At 8pm on Tuesday, when the second bull of the evening had been dragged away, an announcement was made over the loudspeakers of Madrid’s Las Ventas bullring. The event was to be suspended, given that all three of the bullfighters on the day’s bill had been injured. It was the final nail in the coffin of barely an hour of action, dominated by the drama, blood and shock of a gory spectacle that left three bullfighters in the infirmary after suffering horrific injuries.
The worst victim, without a doubt, was David Mora. To the sound of the bugles and drums that announced the first bull of the evening, the matador made his way to the door of the bull pen. He stopped halfway, knelt down in the sand, and waited for the bull to appear.
Deslío emerged, looking around furtively until he made out the bullfighter, and then began his charge toward him. Still on his knees, Mora was violently trampled by the bull, which pivoted around his prey, flipping him over in the sand with his horns. The matador was left helpless in the arena, blood flowing out of his left leg, and desperately awaiting the arrival of assistance to distract the animal.
The doctors’ report left no doubts about the severity of the incident: “Two wounds, one in the inside of the left thigh, measuring around 30 centimeters, which has pulled the femoral artery out of place, with damage to the quadriceps muscle; another in the left armpit measuring 10 centimeters, which has damaged the vascular nerve bundle and reached the humerus. Prognosis: very serious.”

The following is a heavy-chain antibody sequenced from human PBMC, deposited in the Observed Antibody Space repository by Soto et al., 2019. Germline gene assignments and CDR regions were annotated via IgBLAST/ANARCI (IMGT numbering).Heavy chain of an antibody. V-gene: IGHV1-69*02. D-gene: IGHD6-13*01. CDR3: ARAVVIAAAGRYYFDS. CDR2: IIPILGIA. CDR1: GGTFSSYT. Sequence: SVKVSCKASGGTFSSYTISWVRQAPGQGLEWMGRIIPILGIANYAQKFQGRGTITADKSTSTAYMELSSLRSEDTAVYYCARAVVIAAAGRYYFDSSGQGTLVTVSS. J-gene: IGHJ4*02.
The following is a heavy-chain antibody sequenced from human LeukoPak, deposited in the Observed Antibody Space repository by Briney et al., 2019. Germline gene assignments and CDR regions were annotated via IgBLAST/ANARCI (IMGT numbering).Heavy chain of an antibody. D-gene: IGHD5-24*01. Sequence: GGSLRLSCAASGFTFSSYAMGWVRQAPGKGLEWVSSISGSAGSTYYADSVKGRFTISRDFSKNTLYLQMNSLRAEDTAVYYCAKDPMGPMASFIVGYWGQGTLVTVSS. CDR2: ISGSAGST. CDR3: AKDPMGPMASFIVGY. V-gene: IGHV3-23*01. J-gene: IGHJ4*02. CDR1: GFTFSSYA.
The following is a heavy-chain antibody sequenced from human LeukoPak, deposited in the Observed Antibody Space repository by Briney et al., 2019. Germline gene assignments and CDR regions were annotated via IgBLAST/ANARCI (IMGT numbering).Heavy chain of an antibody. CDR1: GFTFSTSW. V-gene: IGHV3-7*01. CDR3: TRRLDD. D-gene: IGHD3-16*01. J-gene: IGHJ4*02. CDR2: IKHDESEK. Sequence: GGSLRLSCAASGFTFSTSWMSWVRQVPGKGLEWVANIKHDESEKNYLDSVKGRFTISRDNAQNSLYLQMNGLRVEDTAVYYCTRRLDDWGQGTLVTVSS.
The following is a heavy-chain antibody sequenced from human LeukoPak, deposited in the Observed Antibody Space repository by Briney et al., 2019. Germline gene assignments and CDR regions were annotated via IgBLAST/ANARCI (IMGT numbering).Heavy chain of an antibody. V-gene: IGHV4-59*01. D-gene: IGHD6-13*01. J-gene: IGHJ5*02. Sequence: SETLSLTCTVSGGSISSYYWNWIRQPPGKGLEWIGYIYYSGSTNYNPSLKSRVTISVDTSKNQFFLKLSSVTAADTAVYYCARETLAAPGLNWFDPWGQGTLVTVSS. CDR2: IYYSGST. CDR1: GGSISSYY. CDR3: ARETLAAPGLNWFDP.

With Mora injured, the bull was dispatched by bullfighter Antonio Nazaré. And then, with a murmur of concern still audible in the ring, the second bull of the evening – the first for matador Saúl Jiménez Fortes – was released. Within seconds Jiménez was flipped into the air as he passed his cape over the bull. He fell to the floor, but appeared to have emerged unscathed. Nazaré was still in the ring, and was also caught by the bull, which made contact with his left leg. The medical report later stated that Nazaré had suffered “trauma to his right knee, with likely damage to his ligaments.” He was taken to the infirmary and not seen again.
But there were more surprises in store. Jiménez Fortes managed to slip as the bull passed him, falling to the floor and ending up at the mercy of the animal, who bounced him along the ground before Fortes could roll to safety. With the crowd now more nervous than ever, Fortes suffered yet another setback. As he raised his sword, ready for the kill, the bull caught his chest with its head, bouncing him up in the air for moments that felt like an eternity. He was able to walk out of the plaza, but with his breeches ripped apart, and a visibly limp. He was taken to the infirmary, but his medical prognosis was less serious than those of his colleagues: “Two injuries; one in the exterior of the right thigh, of 10cms upward, reaching the femur, and another of 10cms, which has damaged the vastus medialis. The other injury, measuring 10 centimeters, reached the pelvis.”
After that, there was nothing left to do but suspend the bullfight due to the injuries to all three toreros – the first time that had happened at Ventas in 35 years.